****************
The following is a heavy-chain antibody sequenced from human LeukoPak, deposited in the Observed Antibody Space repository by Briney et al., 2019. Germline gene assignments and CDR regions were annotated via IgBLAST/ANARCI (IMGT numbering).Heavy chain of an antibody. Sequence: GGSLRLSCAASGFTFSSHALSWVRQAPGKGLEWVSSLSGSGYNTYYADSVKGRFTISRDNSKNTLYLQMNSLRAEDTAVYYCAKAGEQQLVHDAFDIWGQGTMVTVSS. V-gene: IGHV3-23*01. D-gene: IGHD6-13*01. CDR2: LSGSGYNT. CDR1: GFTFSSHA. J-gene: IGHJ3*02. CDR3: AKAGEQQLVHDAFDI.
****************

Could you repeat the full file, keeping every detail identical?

The following is a heavy-chain antibody sequenced from human LeukoPak, deposited in the Observed Antibody Space repository by Briney et al., 2019. Germline gene assignments and CDR regions were annotated via IgBLAST/ANARCI (IMGT numbering).Heavy chain of an antibody. Sequence: GGSLRLSCAASGFTFSSHALSWVRQAPGKGLEWVSSLSGSGYNTYYADSVKGRFTISRDNSKNTLYLQMNSLRAEDTAVYYCAKAGEQQLVHDAFDIWGQGTMVTVSS. V-gene: IGHV3-23*01. D-gene: IGHD6-13*01. CDR2: LSGSGYNT. CDR1: GFTFSSHA. J-gene: IGHJ3*02. CDR3: AKAGEQQLVHDAFDI.